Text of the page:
The rationale behind this approach is: “According to Game Theory, even though you know you and your competitors will do the same thing – cut prices – and you think this action may be ineffective in driving more purchases, you still have to adopt this measure to stay competitive.” Believe it or not, you do have proactive options other than a drastic price cut. The key is to synchronize Who You Are and Why Customers Buy From You.

In the Global Starbucks and Louis Vuitton In-store Experience Survey, Price is the pain peak for both Starbucks*11 and Louis Vuitton in-store experiences*12. However, price is among the least important attributes in affecting the satisfaction levels of their customers*13. For Starbucks, price is the second most important attribute in differentiating the brand for customers in North America*14 and the first for those in Mainland China*15. For Louis Vuitton, price is the most important attribute in differentiating the brand for global customers*16.

Controversial, isn’t this? Price as an attribute, while relatively unimportant in affecting overall customer satisfaction, is certainly important in generating a differentiated customer experience. That does not mean that customers are satisfied with the prices at Starbucks or Louis Vuitton. It means only that premium pricing is one of the key attributes differentiating Starbucks and Louis Vuitton from competing brands. Theoretically speaking, if Starbucks and Louis Vuitton cut prices, assuming all other elements remained constant, they would be less differentiated from their competitors. Obviously they could go for a drastic price cut in order to maximize sales in this recession, but the outcome, an un-branded experience, will destroy the brand in the medium-long run.

Price cuts will work if ‘Low price’ is one of your core brand values, such as at Wal-Mart, Southwest or Dell. “Low price” brands not only have to reduce prices, they should consider reducing them much more drastically than their competitors, as long as they can sustain operational efficiency. These companies invest most of their resources in keeping a low price point (often the lowest), and they will have to cut significant spending on other attributes, those that are not their core competences. With low prices, they continue delivering a branded (reflecting brand value in low price) and an effective (focusing resources on those critical few attributes that work for them) experience in a recession.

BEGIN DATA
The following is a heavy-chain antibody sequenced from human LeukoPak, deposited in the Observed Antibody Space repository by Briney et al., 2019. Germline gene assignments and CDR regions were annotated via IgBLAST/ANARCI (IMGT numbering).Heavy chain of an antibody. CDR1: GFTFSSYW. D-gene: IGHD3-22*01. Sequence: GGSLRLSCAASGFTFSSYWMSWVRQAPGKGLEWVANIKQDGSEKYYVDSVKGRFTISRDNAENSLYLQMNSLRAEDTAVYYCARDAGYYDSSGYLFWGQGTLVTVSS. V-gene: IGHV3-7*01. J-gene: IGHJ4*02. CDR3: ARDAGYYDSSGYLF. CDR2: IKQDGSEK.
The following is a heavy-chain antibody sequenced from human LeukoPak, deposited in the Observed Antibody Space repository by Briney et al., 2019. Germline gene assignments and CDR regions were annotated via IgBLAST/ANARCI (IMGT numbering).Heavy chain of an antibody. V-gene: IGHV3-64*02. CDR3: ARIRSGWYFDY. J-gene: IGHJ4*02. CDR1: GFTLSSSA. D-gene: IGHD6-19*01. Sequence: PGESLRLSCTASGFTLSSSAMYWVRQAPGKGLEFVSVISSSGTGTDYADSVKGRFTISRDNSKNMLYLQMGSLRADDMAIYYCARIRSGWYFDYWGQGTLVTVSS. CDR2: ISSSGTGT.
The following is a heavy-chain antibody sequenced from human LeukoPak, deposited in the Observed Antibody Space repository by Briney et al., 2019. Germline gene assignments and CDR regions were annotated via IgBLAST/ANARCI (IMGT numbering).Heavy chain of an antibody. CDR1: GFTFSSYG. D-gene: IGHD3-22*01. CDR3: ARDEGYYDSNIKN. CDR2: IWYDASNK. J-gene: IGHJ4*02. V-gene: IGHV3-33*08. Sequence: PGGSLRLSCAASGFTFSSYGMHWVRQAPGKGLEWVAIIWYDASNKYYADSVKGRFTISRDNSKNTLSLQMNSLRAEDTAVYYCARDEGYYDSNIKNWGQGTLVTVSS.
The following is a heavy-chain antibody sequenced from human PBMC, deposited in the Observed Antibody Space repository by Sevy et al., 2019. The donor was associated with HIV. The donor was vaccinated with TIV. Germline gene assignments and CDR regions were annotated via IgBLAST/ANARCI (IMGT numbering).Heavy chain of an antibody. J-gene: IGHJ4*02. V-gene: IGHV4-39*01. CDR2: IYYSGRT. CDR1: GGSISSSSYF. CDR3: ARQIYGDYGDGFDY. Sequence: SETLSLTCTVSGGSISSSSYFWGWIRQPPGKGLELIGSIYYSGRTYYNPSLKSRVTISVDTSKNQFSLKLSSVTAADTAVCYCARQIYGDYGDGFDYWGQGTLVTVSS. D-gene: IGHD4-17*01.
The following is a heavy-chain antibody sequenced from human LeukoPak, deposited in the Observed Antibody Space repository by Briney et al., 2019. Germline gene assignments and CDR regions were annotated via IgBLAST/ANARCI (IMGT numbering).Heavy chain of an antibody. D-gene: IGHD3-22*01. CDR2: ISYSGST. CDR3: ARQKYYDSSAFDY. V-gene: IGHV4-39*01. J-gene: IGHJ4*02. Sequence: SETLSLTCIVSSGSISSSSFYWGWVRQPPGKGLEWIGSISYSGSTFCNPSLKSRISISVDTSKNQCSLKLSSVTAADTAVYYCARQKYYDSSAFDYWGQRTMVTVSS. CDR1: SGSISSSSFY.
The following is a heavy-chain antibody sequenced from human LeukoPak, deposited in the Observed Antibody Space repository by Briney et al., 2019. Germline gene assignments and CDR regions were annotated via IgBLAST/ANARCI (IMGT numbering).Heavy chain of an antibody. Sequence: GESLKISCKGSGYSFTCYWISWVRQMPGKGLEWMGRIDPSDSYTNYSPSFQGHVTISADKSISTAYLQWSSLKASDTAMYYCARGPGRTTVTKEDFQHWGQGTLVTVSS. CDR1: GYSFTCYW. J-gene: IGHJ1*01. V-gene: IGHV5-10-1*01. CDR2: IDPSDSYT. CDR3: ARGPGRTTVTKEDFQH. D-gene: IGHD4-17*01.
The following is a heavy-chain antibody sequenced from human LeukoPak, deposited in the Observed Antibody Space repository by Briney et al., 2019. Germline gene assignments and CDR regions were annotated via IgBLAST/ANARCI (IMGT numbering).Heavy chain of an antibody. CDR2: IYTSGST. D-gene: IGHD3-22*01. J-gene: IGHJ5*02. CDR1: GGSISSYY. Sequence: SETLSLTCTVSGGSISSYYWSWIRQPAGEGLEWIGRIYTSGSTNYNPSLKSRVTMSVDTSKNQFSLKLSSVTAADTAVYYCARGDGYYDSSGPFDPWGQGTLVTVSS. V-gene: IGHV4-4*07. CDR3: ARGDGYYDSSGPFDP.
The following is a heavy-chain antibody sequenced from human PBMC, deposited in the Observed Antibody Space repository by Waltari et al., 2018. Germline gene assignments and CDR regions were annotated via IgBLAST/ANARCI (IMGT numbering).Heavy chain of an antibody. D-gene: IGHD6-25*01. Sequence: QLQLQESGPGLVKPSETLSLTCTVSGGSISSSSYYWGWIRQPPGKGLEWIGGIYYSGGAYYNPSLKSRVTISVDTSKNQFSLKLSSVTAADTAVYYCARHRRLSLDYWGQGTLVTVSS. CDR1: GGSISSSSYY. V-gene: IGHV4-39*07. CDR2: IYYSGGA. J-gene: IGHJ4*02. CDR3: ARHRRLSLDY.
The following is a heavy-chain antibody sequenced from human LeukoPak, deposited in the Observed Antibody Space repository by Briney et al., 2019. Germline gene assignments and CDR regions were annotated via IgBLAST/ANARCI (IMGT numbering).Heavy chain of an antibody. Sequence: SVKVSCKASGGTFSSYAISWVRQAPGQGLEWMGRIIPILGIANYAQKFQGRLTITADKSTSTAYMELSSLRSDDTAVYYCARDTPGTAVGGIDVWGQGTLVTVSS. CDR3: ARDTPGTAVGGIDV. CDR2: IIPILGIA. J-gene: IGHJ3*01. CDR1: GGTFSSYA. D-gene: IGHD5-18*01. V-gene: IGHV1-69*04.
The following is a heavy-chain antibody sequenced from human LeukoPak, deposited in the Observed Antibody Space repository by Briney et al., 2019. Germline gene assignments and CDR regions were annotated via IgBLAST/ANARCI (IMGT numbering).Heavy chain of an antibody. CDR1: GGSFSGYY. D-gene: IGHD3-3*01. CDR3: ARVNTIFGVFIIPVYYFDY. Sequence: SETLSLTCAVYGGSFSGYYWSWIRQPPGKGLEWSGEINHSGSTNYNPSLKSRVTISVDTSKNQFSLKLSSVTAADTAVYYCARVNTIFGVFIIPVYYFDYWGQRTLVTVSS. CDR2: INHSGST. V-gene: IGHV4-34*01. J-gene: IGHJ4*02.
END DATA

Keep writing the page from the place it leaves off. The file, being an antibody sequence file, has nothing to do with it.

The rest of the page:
What if your brand values do not include ‘low price’, but you drop prices more drastically than your competitors? There are several possible outcomes:
1. You can’t sustain low prices for long because you don’t have a comparative advantage in costs;
2. Your target customers become confused about your brand positioning; or
3. You have fewer resources and less energy to focus on what you are really good at doing.
The end result? Even if you could survive the recession, you will drive your target customers away and your brand equity will be severely damaged.

In a recession, you should reallocate your reduced budget – cut back spending on non-critical attributes during an experience and spend to excel at the critical few moments or attributes which are most important in reflecting your differentiated brand values, the Moments of Differentiation (MOD) – to deliver a branded experience.

Answer 2: Focus on Moments of Differentiation (MOD) as you find out what your brand means to your target customers.

More Customer Pain ≠ Customers Buy Less

“If we want customers to buy more, we have to minimize pain points in their experience.”

In a recession, most companies are trying to eliminate the pain points in order to deliver a pleasant experience to their customers because they believe, when customers have less disposable income to spend, they will prefer to buy from those companies who generate fewer pain points or even no pain points at all.